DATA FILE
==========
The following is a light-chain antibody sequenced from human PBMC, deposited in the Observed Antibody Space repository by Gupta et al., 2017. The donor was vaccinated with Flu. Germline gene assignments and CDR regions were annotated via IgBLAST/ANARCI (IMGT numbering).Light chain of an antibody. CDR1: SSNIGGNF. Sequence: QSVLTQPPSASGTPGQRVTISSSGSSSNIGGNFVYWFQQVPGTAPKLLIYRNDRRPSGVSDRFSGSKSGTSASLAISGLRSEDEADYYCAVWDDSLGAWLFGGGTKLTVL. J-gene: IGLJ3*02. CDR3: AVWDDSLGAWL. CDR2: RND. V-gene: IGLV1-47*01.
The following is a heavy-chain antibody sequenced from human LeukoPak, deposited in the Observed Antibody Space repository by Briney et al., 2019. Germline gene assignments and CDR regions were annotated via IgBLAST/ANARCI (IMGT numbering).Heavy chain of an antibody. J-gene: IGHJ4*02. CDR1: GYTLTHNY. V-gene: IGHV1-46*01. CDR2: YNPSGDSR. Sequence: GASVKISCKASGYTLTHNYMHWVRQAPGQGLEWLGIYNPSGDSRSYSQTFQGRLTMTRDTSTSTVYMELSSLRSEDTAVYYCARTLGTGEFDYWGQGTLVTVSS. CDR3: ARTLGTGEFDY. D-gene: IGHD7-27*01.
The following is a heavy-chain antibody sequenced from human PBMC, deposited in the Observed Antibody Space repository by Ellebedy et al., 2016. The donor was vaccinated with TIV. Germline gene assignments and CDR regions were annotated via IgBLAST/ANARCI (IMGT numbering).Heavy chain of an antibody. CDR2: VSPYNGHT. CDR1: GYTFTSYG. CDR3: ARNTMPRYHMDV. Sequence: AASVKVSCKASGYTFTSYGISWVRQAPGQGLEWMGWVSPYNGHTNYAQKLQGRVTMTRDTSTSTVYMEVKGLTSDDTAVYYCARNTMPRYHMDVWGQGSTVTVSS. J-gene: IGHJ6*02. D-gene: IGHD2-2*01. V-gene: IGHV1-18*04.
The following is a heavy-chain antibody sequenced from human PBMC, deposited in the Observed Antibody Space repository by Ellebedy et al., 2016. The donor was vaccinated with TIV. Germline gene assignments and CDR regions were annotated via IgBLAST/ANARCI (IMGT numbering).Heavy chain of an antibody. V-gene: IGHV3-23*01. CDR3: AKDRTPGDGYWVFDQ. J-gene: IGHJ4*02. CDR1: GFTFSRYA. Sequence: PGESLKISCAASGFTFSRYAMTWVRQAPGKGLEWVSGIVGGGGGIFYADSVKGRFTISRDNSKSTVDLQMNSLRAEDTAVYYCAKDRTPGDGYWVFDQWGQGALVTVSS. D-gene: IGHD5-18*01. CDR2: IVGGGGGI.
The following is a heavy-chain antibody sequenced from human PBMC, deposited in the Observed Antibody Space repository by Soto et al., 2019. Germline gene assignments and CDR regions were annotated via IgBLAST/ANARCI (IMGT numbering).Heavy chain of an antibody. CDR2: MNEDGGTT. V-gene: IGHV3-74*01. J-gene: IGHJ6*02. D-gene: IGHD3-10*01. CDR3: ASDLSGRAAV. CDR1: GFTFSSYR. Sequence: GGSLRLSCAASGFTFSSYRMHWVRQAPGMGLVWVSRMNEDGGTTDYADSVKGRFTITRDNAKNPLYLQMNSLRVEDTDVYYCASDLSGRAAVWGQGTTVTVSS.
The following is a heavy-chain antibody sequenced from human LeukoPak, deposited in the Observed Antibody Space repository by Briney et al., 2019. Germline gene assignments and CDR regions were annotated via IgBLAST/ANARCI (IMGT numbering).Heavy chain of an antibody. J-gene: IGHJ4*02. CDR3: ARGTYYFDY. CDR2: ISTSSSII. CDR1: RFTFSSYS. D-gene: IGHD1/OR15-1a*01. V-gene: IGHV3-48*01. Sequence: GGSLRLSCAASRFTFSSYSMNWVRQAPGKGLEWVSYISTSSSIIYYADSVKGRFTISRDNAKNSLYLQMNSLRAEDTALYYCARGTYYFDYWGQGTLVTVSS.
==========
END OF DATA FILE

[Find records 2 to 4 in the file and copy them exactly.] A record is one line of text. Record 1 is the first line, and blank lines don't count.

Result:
The following is a heavy-chain antibody sequenced from human LeukoPak, deposited in the Observed Antibody Space repository by Briney et al., 2019. Germline gene assignments and CDR regions were annotated via IgBLAST/ANARCI (IMGT numbering).Heavy chain of an antibody. J-gene: IGHJ4*02. CDR1: GYTLTHNY. V-gene: IGHV1-46*01. CDR2: YNPSGDSR. Sequence: GASVKISCKASGYTLTHNYMHWVRQAPGQGLEWLGIYNPSGDSRSYSQTFQGRLTMTRDTSTSTVYMELSSLRSEDTAVYYCARTLGTGEFDYWGQGTLVTVSS. CDR3: ARTLGTGEFDY. D-gene: IGHD7-27*01.
The following is a heavy-chain antibody sequenced from human PBMC, deposited in the Observed Antibody Space repository by Ellebedy et al., 2016. The donor was vaccinated with TIV. Germline gene assignments and CDR regions were annotated via IgBLAST/ANARCI (IMGT numbering).Heavy chain of an antibody. CDR2: VSPYNGHT. CDR1: GYTFTSYG. CDR3: ARNTMPRYHMDV. Sequence: AASVKVSCKASGYTFTSYGISWVRQAPGQGLEWMGWVSPYNGHTNYAQKLQGRVTMTRDTSTSTVYMEVKGLTSDDTAVYYCARNTMPRYHMDVWGQGSTVTVSS. J-gene: IGHJ6*02. D-gene: IGHD2-2*01. V-gene: IGHV1-18*04.
The following is a heavy-chain antibody sequenced from human PBMC, deposited in the Observed Antibody Space repository by Ellebedy et al., 2016. The donor was vaccinated with TIV. Germline gene assignments and CDR regions were annotated via IgBLAST/ANARCI (IMGT numbering).Heavy chain of an antibody. V-gene: IGHV3-23*01. CDR3: AKDRTPGDGYWVFDQ. J-gene: IGHJ4*02. CDR1: GFTFSRYA. Sequence: PGESLKISCAASGFTFSRYAMTWVRQAPGKGLEWVSGIVGGGGGIFYADSVKGRFTISRDNSKSTVDLQMNSLRAEDTAVYYCAKDRTPGDGYWVFDQWGQGALVTVSS. D-gene: IGHD5-18*01. CDR2: IVGGGGGI.